Cesari's clients are typically entering the private sector for the first time when they begin consulting, and they may be nervous about cash flow or their commitment to the new business. "You have to really understand the client and what the future income stream will be from his or her business," Cesari says. "Let's say somebody could put in $200,000. He or she might be more comfortable starting at $100,000." In a good year, the client might be able to contribute $130,000; then less the next year. In a pinch, Cesari says, "we can take money from a non-retirement account to fund it."

If a client is anxious about cash flow in the first year, Shapiro suggests spreading out the steps. You might establish the plan at the end of one year and set the contribution amount in the first quarter of the next. Your client can contribute when filing taxes with extensions in the fourth quarter. In a cash crunch, it's possible to take a loan of up to half of the balance, up to a maximum of $50,000.

 

AN EMPLOYEE BENEFIT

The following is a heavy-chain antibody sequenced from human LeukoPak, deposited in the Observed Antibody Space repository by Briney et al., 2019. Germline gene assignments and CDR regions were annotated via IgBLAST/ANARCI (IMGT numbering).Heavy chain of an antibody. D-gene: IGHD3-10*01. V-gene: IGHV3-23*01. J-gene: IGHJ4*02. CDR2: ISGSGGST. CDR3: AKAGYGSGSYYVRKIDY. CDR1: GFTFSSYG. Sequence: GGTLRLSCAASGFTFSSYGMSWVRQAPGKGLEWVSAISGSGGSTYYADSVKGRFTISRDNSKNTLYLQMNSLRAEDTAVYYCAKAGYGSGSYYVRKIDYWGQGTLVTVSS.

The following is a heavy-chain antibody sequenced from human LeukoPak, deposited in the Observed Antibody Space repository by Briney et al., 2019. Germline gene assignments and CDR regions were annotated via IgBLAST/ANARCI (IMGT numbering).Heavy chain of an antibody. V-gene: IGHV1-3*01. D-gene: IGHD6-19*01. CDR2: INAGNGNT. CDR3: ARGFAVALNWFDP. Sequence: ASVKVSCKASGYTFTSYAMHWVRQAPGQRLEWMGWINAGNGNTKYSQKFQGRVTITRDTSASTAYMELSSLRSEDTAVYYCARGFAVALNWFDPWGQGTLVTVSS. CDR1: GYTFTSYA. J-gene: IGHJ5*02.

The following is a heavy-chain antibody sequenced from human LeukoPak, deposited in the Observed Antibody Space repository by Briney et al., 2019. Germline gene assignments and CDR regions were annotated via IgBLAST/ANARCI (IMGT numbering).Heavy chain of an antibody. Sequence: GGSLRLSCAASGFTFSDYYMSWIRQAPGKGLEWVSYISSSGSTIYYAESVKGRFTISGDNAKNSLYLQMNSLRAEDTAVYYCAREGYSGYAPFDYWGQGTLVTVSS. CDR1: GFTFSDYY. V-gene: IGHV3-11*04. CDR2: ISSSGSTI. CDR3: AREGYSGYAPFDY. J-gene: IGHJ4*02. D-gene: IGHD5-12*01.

While the tax-savings may be the biggest draw, it's still true that a pension plan is a sterling benefit that attracts and keeps the best staff. That advantage will grow more powerful as Americans face the need to support themselves into old age.

With $250 million in assets under management, Panagopoulos and his wife, Vicki, now employ six people they want to keep. That's one reason they expect to start a pension in a few years. "I may have no choice because my income is rising," he says. "And it'll be a golden handcuff for my staff."

Committing to large annual contributions may sound scary or pie-in-the-sky, but Bove disagrees: "A lot of people can actually afford to make this commitment if they aren't living over their means." And the timing may be right as baby boomers get serious about saving.